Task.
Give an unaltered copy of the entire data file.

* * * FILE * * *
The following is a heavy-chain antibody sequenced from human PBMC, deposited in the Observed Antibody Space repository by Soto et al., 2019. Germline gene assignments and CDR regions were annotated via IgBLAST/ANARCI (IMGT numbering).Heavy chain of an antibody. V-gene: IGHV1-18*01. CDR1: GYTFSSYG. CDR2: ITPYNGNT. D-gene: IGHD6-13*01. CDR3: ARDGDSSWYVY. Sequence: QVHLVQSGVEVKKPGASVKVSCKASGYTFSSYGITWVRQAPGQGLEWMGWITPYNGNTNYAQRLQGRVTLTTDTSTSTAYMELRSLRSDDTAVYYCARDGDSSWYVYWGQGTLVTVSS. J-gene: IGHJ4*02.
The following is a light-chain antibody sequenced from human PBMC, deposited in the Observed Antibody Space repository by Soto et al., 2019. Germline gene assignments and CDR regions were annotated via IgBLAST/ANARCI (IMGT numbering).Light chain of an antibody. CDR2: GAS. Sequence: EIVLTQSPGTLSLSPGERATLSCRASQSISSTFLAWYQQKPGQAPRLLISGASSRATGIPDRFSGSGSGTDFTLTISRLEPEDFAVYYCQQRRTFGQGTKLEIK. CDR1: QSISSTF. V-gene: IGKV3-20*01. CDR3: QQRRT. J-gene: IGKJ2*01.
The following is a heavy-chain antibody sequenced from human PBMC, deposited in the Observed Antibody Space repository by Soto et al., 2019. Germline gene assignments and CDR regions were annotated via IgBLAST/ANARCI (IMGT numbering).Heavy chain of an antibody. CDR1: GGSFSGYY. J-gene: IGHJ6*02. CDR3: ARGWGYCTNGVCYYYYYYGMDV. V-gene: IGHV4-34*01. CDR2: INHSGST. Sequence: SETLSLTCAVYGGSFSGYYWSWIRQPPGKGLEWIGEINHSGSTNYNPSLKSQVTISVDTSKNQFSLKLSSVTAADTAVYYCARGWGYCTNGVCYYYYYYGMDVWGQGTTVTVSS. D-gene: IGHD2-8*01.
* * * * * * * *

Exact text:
The following is a heavy-chain antibody sequenced from human PBMC, deposited in the Observed Antibody Space repository by Soto et al., 2019. Germline gene assignments and CDR regions were annotated via IgBLAST/ANARCI (IMGT numbering).Heavy chain of an antibody. V-gene: IGHV1-18*01. CDR1: GYTFSSYG. CDR2: ITPYNGNT. D-gene: IGHD6-13*01. CDR3: ARDGDSSWYVY. Sequence: QVHLVQSGVEVKKPGASVKVSCKASGYTFSSYGITWVRQAPGQGLEWMGWITPYNGNTNYAQRLQGRVTLTTDTSTSTAYMELRSLRSDDTAVYYCARDGDSSWYVYWGQGTLVTVSS. J-gene: IGHJ4*02.
The following is a light-chain antibody sequenced from human PBMC, deposited in the Observed Antibody Space repository by Soto et al., 2019. Germline gene assignments and CDR regions were annotated via IgBLAST/ANARCI (IMGT numbering).Light chain of an antibody. CDR2: GAS. Sequence: EIVLTQSPGTLSLSPGERATLSCRASQSISSTFLAWYQQKPGQAPRLLISGASSRATGIPDRFSGSGSGTDFTLTISRLEPEDFAVYYCQQRRTFGQGTKLEIK. CDR1: QSISSTF. V-gene: IGKV3-20*01. CDR3: QQRRT. J-gene: IGKJ2*01.
The following is a heavy-chain antibody sequenced from human PBMC, deposited in the Observed Antibody Space repository by Soto et al., 2019. Germline gene assignments and CDR regions were annotated via IgBLAST/ANARCI (IMGT numbering).Heavy chain of an antibody. CDR1: GGSFSGYY. J-gene: IGHJ6*02. CDR3: ARGWGYCTNGVCYYYYYYGMDV. V-gene: IGHV4-34*01. CDR2: INHSGST. Sequence: SETLSLTCAVYGGSFSGYYWSWIRQPPGKGLEWIGEINHSGSTNYNPSLKSQVTISVDTSKNQFSLKLSSVTAADTAVYYCARGWGYCTNGVCYYYYYYGMDVWGQGTTVTVSS. D-gene: IGHD2-8*01.